Understanding your property
The locations of Puget Sound coastlines were established by the retreat of the last period of glaciation in the Puget Sound lowlands. Coastlines are continually modified by coastal marine processes and by the gradual natural rise in the sea level. Today, Puget Sound coastlines boast a range of shore forms which include high bluffs and rock cliffs, tidal mud flats, and sand and gravel beaches. You are probably most familiar with the common Puget Sound bluffs and their associated sand and gravel beaches which have varying slope heights and beach widths. The glacial deposits which define the general geologic composition of coastal slopes are illustrated in Figure 3 (below).
Glacial till is typically the most common geologic unit along Puget Sound coastlines and contributes heavily to the sands and gravels deposited on beaches. (The effect of the slow rise in sea level over time in the Puget Sound area can be seen on Figure 4.) Selecting a successful vegetation program requires that the landowner spend time understanding what is happening around their slope. This means that you need to start keeping a list, observing the behavior of your slope and noting deviations from that typical behavior. The sections in this chapter will help you learn to make use of your observations.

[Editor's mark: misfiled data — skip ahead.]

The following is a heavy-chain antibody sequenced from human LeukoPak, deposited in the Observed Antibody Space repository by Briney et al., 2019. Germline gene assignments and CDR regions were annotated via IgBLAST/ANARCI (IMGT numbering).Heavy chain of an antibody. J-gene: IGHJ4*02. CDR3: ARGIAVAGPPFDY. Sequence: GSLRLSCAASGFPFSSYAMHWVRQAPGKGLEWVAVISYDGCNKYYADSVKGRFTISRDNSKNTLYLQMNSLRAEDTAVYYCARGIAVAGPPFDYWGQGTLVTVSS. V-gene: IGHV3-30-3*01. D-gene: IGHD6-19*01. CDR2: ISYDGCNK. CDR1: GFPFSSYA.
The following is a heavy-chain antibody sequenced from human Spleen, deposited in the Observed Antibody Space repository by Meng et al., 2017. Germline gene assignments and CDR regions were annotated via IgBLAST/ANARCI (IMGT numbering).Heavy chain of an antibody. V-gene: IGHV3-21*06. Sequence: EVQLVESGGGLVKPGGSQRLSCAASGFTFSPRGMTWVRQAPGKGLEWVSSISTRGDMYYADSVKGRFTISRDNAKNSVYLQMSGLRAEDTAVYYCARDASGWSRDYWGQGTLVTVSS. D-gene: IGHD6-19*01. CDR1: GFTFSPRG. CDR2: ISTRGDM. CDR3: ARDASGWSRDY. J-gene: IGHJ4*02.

Observations made during periods of heavy precipitation, strong winds, freeze-thaw, heavy wave action, or other local slope movements are extremely important and empower you to help provide solutions to your situation. The Ecology publication - Vegetation Management: A Guide for Puget Sound Bluff Property Owners will also be helpful to you in performing your site evaluation - particularly as it relates to existing vegetation.
Your site observations should be grouped into the following general categories:
The Coastal Property Owner Checklist
provided in this online manual will allow you to start
organizing your observations. Additional information about your